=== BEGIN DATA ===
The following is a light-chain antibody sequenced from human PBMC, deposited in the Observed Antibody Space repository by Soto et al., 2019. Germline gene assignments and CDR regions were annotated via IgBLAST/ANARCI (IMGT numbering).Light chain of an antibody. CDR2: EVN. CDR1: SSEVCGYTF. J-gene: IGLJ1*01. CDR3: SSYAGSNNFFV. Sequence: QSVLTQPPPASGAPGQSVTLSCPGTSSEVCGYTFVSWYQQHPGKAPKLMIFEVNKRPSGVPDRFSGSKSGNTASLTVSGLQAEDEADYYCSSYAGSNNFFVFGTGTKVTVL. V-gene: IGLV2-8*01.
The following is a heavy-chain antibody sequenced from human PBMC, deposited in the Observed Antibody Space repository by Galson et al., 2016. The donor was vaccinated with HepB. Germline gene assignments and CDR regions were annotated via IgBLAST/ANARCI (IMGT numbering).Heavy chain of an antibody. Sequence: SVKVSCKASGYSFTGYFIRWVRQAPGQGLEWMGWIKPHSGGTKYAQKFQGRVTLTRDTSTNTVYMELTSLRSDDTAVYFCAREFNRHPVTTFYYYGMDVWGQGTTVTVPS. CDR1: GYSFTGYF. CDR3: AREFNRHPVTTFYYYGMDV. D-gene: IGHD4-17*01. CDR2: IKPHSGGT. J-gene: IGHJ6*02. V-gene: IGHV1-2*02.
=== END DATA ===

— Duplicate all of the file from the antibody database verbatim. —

The following is a light-chain antibody sequenced from human PBMC, deposited in the Observed Antibody Space repository by Soto et al., 2019. Germline gene assignments and CDR regions were annotated via IgBLAST/ANARCI (IMGT numbering).Light chain of an antibody. CDR2: EVN. CDR1: SSEVCGYTF. J-gene: IGLJ1*01. CDR3: SSYAGSNNFFV. Sequence: QSVLTQPPPASGAPGQSVTLSCPGTSSEVCGYTFVSWYQQHPGKAPKLMIFEVNKRPSGVPDRFSGSKSGNTASLTVSGLQAEDEADYYCSSYAGSNNFFVFGTGTKVTVL. V-gene: IGLV2-8*01.
The following is a heavy-chain antibody sequenced from human PBMC, deposited in the Observed Antibody Space repository by Galson et al., 2016. The donor was vaccinated with HepB. Germline gene assignments and CDR regions were annotated via IgBLAST/ANARCI (IMGT numbering).Heavy chain of an antibody. Sequence: SVKVSCKASGYSFTGYFIRWVRQAPGQGLEWMGWIKPHSGGTKYAQKFQGRVTLTRDTSTNTVYMELTSLRSDDTAVYFCAREFNRHPVTTFYYYGMDVWGQGTTVTVPS. CDR1: GYSFTGYF. CDR3: AREFNRHPVTTFYYYGMDV. D-gene: IGHD4-17*01. CDR2: IKPHSGGT. J-gene: IGHJ6*02. V-gene: IGHV1-2*02.